On a recent Sunday morning in South Los Angeles, Crop Swap LA volunteers and staffers harvested bags of freshly picked produce from the front yard of a residence. Located just steps from Leimert Park Plaza, the Asante microfarm is the first of what will be numerous microfarms created by the organization, which is dedicated to growing hyperlocal food on unused spaces “in the neighborhood, exclusively for the neighborhood.”
“Everything we’re growing is nutrient-dense, and the food remains in the neighborhood,” says Jamiah Hargins, who founded Crop Swap LA in 2018 as a small monthly swap of surplus produce. After spending years in finance and consulting, Hargins decided to create a local food distribution system to address the fact that his neighborhood was a food desert, meaning most residents have little access to healthy food. It’s now one of many Bipoc-led groups across the US that are reclaiming their agricultural heritage and redefining the local food movement by growing on traditional farms and unconventional spaces such as yards, medians, and vacant lots as a way to increase food security and health in their own communities.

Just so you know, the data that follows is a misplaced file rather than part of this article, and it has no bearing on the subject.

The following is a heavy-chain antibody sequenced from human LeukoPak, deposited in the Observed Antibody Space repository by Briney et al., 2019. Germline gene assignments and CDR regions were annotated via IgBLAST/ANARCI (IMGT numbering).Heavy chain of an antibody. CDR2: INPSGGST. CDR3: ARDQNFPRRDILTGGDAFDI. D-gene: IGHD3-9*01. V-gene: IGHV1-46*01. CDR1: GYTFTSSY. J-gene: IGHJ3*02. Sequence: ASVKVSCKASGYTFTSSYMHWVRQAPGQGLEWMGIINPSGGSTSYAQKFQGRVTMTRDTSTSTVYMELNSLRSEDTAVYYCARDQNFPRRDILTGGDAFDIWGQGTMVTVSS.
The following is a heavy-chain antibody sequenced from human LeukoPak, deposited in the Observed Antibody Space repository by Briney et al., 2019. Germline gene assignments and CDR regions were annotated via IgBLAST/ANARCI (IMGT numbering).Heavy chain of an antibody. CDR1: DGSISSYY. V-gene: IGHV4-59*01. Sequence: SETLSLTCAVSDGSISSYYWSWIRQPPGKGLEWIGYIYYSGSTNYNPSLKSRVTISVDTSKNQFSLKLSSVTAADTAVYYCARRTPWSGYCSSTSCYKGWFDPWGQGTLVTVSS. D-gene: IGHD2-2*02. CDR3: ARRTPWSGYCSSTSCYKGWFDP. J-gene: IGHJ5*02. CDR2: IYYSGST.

Crop Swap LA members live within one mile of one of the organization’s microfarms and receive their weekly bags of produce within hours of harvest – which Hargins says is far more nutritious than buying produce that’s been sitting on trucks or in storage for days and weeks – for $50 (£40) a month (Cal Fresh/EBT users pay $25).
Read more at theguardian.com